For decades, Cornell students have been volunteering as firefighters at the Cayuga Heights Fire Department. Whether they’re in the library or out on a date, they are on call and ready to serve the community at a moment’s notice.
Under the guidance of Chief George Tamborelle, the students join forces with Ithacans to become New York-state certified firefighters. Tamborelle said the intense training required to become a firefighter “entails a solid commitment.” But the enthusiastic Cornellians who are dedicated to the fire department’s mission have no problem putting in the hours, he said.
The training is “physically taxing and mentally challenging,” said Carolyn Scheinberg ’15, who has been training for her interior certification, which allows a firefighter to enter a burning building, for seven months.
As part of the training, Scheinberg said she and a partner entered a burning building, rescuing dummy victims, with blind shields on their eyes to mimic dense smoke and heat. Scheinberg described the adrenaline-boosting experience of feeling her way around as “stressful and draining.” The practice of finding pseudo victims amid chaos and bringing them to safety “reminds me what serious responsibility I have and the importance of my service.”
“Once they join the department, we look at everybody as a firefighter and stop looking at them as students,” Tamborelle said. Twenty-three Cornell student volunteers currently serve on the squad.
Whether the firefighters are doing classroom preparation or athletic obstacle courses, everyone is growing and working together, Tamborelle said. “I’ve developed some of my closest friendships through working at the fire department,” he added.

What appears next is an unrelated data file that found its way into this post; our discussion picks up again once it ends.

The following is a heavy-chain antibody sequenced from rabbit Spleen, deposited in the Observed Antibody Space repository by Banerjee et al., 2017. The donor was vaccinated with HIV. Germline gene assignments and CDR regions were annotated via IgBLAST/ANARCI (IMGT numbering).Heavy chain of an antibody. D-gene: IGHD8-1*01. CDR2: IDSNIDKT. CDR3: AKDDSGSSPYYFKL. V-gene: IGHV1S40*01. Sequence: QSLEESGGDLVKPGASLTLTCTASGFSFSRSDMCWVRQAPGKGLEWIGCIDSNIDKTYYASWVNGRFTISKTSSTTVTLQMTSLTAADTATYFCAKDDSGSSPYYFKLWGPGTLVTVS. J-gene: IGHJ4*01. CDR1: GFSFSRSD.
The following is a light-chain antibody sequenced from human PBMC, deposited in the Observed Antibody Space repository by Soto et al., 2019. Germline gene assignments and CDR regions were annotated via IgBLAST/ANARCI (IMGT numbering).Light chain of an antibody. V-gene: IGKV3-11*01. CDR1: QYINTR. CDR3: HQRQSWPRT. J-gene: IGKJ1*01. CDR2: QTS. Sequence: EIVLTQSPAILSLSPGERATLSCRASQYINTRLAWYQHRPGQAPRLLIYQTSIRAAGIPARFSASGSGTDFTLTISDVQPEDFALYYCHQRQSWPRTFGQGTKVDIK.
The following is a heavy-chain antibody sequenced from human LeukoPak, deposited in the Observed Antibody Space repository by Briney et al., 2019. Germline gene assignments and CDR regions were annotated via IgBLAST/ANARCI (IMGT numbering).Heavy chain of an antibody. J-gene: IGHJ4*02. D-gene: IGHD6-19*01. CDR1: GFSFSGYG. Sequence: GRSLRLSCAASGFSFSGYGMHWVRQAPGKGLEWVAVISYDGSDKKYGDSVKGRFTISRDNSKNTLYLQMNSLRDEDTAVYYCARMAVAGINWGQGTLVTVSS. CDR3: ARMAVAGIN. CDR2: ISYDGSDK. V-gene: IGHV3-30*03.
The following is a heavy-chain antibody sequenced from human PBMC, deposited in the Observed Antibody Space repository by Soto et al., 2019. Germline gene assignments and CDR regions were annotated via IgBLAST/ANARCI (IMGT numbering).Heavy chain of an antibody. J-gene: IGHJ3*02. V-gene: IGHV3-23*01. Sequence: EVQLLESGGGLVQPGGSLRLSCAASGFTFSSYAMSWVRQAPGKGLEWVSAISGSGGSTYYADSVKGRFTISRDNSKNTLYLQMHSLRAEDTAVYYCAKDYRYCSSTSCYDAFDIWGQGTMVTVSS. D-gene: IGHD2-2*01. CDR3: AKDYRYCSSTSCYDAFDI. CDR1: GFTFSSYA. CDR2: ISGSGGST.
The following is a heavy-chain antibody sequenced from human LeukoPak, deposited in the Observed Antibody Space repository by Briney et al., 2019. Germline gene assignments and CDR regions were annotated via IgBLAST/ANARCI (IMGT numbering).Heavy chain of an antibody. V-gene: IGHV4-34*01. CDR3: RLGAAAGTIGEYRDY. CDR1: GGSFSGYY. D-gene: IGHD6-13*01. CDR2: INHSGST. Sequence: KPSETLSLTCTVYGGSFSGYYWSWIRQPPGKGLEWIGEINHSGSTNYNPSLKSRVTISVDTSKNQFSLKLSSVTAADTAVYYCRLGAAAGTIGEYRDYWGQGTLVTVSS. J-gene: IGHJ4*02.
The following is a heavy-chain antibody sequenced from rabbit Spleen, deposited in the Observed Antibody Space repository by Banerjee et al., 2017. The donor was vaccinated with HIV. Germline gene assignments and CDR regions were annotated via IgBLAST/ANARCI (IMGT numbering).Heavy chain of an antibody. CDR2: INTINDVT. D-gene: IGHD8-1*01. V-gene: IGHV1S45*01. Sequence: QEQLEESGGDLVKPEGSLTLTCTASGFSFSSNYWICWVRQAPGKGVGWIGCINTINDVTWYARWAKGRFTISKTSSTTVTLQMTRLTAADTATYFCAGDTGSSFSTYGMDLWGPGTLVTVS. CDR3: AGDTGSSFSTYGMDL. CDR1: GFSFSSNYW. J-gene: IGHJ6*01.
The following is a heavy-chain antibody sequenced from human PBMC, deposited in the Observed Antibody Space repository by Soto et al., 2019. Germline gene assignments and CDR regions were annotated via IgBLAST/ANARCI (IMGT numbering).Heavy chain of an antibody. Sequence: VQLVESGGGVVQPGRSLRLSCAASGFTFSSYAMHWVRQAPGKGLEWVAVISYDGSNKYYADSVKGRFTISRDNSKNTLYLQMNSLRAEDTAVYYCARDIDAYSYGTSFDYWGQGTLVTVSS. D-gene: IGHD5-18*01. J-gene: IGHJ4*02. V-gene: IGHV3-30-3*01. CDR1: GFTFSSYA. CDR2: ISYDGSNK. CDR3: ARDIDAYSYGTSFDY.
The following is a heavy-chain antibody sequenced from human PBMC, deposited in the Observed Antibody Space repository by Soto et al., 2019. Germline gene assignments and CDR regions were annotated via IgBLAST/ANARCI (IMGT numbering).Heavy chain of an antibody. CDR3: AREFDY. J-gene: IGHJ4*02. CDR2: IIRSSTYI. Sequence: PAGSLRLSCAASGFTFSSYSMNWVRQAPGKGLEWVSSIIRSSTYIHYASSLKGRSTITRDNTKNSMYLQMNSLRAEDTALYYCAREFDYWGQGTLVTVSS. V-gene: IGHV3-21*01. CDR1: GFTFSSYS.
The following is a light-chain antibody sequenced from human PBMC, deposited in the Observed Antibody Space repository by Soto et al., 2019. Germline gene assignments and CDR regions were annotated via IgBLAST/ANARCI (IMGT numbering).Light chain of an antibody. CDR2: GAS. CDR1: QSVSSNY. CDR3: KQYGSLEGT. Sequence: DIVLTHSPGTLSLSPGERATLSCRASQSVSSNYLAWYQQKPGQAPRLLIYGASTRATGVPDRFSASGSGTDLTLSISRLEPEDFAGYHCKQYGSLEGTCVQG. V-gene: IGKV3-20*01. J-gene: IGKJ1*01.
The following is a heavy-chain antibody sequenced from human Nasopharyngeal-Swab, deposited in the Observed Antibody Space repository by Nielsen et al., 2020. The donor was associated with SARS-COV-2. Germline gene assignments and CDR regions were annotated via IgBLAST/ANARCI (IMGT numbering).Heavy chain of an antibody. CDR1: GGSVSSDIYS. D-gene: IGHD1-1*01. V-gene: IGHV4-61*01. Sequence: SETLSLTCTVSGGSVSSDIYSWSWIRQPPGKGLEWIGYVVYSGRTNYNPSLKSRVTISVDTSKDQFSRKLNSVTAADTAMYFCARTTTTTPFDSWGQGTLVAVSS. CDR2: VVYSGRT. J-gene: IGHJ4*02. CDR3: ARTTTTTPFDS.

Tamara Jamil ’15, a member of the department for 13 months, agrees: “The people at the fire station have truly become a family to me.” She says responding to calls and being a part of a tight-knit team “has taught me discipline and responsibility.”
Jamil first became interested in firefighting when she witnessed the devastating effects of fire at a children’s burn hospital. She remembers thinking, “If there is anything I could ever do to stop this from happening, I would.” When she came to Cornell and heard about the Cayuga Heights Fire Department, she immediately wanted to get involved.
While Jamil is active in many other organizations on campus, she emphasizes how important it is to “make time to give back to the community.” Volunteers are required to respond to at least 15 percent of the 600 calls received per year and attend 25 percent of weekly trainings. Jamil notes she spends about 15 hours per week volunteering, but hours vary by student.
“Next year I plan to live in the fire station, in which case I’ll be volunteering about 40 hours per week,” Jamil said.
Far from an obligation, Tamborelle said volunteers “just fall in love with firefighting, and for many it becomes a calling.” He encourages those with an interest in volunteering to come by the department.
“There are jobs for everyone. … You don’t have to be 6 feet tall and 220 pounds” to be a successful firefighter, he added.
Take Chrissy Walker, MPA ’09, Tamborelle said. She is 5-foot-4 and “was a ferocious firefighter.”
The department recruits twice a year and always needs volunteers.
Abigail Warren '15 is a writer intern for the Cornell Chronicle.